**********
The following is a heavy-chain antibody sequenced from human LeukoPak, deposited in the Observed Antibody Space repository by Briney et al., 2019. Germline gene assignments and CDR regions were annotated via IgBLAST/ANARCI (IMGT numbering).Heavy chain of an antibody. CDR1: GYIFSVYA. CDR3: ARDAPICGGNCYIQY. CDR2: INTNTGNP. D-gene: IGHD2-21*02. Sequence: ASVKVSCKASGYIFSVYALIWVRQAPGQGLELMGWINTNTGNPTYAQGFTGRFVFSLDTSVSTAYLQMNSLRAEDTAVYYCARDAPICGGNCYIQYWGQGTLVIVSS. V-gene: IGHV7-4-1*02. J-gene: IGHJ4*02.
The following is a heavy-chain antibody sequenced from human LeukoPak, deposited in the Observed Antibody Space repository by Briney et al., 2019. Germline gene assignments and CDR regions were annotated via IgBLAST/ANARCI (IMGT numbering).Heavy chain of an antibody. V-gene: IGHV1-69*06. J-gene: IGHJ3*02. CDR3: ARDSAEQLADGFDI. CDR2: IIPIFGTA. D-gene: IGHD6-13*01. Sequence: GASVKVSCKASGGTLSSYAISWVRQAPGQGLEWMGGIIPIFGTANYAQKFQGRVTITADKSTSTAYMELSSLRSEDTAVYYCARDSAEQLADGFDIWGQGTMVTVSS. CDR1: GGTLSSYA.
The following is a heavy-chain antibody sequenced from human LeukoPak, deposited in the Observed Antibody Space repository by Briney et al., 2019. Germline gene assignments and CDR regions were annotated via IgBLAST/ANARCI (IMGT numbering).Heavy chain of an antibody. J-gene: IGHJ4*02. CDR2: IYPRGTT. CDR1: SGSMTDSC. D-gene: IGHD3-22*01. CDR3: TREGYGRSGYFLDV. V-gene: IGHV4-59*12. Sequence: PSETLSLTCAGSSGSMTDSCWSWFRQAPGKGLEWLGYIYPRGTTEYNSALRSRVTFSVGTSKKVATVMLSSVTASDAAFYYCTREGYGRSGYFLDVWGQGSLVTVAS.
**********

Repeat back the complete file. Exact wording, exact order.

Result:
The following is a heavy-chain antibody sequenced from human LeukoPak, deposited in the Observed Antibody Space repository by Briney et al., 2019. Germline gene assignments and CDR regions were annotated via IgBLAST/ANARCI (IMGT numbering).Heavy chain of an antibody. CDR1: GYIFSVYA. CDR3: ARDAPICGGNCYIQY. CDR2: INTNTGNP. D-gene: IGHD2-21*02. Sequence: ASVKVSCKASGYIFSVYALIWVRQAPGQGLELMGWINTNTGNPTYAQGFTGRFVFSLDTSVSTAYLQMNSLRAEDTAVYYCARDAPICGGNCYIQYWGQGTLVIVSS. V-gene: IGHV7-4-1*02. J-gene: IGHJ4*02.
The following is a heavy-chain antibody sequenced from human LeukoPak, deposited in the Observed Antibody Space repository by Briney et al., 2019. Germline gene assignments and CDR regions were annotated via IgBLAST/ANARCI (IMGT numbering).Heavy chain of an antibody. V-gene: IGHV1-69*06. J-gene: IGHJ3*02. CDR3: ARDSAEQLADGFDI. CDR2: IIPIFGTA. D-gene: IGHD6-13*01. Sequence: GASVKVSCKASGGTLSSYAISWVRQAPGQGLEWMGGIIPIFGTANYAQKFQGRVTITADKSTSTAYMELSSLRSEDTAVYYCARDSAEQLADGFDIWGQGTMVTVSS. CDR1: GGTLSSYA.
The following is a heavy-chain antibody sequenced from human LeukoPak, deposited in the Observed Antibody Space repository by Briney et al., 2019. Germline gene assignments and CDR regions were annotated via IgBLAST/ANARCI (IMGT numbering).Heavy chain of an antibody. J-gene: IGHJ4*02. CDR2: IYPRGTT. CDR1: SGSMTDSC. D-gene: IGHD3-22*01. CDR3: TREGYGRSGYFLDV. V-gene: IGHV4-59*12. Sequence: PSETLSLTCAGSSGSMTDSCWSWFRQAPGKGLEWLGYIYPRGTTEYNSALRSRVTFSVGTSKKVATVMLSSVTASDAAFYYCTREGYGRSGYFLDVWGQGSLVTVAS.